|Delonte West opens up about weapons charges||09.21.11 at 11:14 am ET|
Celtics free agent Delonte West is an enigma. His blue collar approach on the court endears him to Boston fans, but his strange YouTube videos and the weapons charges from two years ago keep us guessing.
Well, thanks to a tremendous profile of West by SLAM’s Tzvi Twersky, we now have answers to at least a few of the questions that stemmed from that latter incident. For the first time, the two-time Celtics combo guard explains his side of the story on the the day he was arrested:
Tucked away in his fully finished basement, West’s studio is his sanctuary. Off limits to children, the sparsely furnished wood paneled room is his home within his home. All of that’s why he thought it was the perfect stash spot. Everything was fine — the guns remained safely hidden — until, on the night of September 17, feeling unusually tired, West went to his bedroom pretty early, took his nightly dose of Seroquel (a drug that treats bipolar disorder) and got in bed. Shortly after falling asleep, he was startled awake by shouting.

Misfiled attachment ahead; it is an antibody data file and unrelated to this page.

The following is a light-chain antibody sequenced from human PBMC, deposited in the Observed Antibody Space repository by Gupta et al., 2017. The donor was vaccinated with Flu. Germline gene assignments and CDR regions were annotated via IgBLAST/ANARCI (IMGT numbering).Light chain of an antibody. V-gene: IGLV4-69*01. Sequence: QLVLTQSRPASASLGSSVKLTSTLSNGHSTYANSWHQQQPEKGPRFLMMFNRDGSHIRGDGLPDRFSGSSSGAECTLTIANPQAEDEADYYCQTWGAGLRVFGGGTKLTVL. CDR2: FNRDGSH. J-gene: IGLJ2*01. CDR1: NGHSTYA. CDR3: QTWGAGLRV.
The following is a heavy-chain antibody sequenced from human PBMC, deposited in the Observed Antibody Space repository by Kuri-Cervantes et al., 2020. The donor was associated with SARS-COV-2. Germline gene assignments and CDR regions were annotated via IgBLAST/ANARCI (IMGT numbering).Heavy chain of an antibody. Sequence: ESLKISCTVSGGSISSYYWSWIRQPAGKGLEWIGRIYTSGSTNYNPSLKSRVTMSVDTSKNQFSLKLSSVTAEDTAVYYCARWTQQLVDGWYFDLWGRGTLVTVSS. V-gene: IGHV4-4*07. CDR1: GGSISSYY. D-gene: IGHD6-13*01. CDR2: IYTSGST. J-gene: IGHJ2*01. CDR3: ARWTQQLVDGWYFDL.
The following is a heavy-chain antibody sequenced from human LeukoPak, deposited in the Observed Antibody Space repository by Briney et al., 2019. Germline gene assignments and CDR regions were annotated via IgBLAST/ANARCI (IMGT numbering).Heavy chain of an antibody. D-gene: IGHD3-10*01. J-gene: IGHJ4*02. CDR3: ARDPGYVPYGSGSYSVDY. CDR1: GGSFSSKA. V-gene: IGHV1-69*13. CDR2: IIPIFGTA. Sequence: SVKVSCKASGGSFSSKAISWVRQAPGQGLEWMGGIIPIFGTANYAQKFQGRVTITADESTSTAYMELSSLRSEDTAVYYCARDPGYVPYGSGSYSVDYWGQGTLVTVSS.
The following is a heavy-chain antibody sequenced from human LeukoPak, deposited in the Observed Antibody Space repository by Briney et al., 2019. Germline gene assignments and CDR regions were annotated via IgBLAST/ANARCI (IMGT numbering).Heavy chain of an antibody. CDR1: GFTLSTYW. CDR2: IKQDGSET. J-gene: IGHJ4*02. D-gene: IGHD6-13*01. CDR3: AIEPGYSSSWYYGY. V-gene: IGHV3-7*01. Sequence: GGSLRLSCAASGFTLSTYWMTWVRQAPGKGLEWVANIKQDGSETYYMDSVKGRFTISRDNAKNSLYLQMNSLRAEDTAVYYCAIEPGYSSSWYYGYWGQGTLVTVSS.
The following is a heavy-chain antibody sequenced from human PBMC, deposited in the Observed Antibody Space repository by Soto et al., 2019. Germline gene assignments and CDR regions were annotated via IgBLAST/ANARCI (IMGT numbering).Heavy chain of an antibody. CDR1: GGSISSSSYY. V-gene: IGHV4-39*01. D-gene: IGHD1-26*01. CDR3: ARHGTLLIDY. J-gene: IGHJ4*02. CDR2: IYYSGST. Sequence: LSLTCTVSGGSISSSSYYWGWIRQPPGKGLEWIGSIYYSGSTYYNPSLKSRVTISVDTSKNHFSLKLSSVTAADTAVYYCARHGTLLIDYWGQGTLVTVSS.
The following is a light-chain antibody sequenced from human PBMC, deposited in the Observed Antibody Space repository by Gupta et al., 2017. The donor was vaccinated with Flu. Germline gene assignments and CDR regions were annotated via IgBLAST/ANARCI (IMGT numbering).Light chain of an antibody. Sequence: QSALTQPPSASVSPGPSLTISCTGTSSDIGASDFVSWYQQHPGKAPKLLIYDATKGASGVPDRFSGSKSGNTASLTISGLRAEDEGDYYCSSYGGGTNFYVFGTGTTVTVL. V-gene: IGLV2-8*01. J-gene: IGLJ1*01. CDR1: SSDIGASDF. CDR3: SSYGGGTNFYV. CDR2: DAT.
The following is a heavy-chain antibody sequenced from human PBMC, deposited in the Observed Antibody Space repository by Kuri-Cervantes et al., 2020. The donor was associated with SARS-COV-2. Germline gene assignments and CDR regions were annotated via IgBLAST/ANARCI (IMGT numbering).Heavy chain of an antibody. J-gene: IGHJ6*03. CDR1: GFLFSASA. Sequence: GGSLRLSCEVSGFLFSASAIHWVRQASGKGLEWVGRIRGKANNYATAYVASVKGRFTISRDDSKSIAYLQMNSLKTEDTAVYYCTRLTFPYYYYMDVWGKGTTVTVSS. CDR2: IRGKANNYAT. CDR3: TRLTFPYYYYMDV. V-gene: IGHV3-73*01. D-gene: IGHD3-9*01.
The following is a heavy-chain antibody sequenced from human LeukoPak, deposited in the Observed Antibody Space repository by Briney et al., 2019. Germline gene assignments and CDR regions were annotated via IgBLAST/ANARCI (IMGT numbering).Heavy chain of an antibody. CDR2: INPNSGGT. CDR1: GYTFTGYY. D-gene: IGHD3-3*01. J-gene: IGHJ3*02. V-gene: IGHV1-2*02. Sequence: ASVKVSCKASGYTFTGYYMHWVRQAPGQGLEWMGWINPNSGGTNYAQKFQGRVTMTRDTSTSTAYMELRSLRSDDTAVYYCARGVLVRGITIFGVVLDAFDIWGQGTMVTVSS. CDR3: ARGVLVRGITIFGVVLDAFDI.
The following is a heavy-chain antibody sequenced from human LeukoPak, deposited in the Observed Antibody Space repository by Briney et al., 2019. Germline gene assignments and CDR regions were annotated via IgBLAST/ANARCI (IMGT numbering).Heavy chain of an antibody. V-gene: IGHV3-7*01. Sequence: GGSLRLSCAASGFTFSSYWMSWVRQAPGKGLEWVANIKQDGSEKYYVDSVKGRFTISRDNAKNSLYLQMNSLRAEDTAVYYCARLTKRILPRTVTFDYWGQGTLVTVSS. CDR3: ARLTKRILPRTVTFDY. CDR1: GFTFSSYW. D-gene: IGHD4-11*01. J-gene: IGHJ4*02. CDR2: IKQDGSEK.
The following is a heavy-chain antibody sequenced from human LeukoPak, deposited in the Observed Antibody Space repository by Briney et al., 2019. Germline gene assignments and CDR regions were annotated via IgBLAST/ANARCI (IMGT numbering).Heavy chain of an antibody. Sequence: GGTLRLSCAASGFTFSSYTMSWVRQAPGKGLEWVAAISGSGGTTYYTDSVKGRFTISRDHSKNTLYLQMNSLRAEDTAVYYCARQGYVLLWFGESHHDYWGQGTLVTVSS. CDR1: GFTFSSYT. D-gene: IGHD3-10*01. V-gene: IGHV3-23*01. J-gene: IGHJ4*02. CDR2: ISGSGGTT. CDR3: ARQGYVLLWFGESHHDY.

‘Ma Dukes came running upstairs into my room, cursing me, saying she wanted all these MFers out of my house,’ recalls West. ‘I came to like, What’s going on? I was already on my Seroquel trip. A few of my cats had found some stuff in the studio and they were living the whole gangsta life thing — guns in the air and this and that,’ continues West. ‘And I said, ‘Oh my God. What the fuck are y’all doin’ in here? Y’all got to go. Momma ain’t on that. Kids are running around upstairs. It’s time to go.’’
Gassed up from the commotion, West decided it would be prudent for him to relocate the guns to an empty house he owned nearby. So, with his other vehicles blocked in by guests’ cars, and expecting it to be a short trip, he haphazardly loaded up his Can-Am and placed the weapons in a Velcro-type of bag — ‘not a desperado, hardcase, gun-shooting-out-the-side type case’ — and set off.
‘I’m on the Beltway, cruisin’,’ West says, voice high, emotional and inimitable. ‘Soon I start realizing I’m dozing in and out. I open my eyes and I went from this lane to that. I’m swervin’, and by the time I wake up, I’m about three exits past my exit.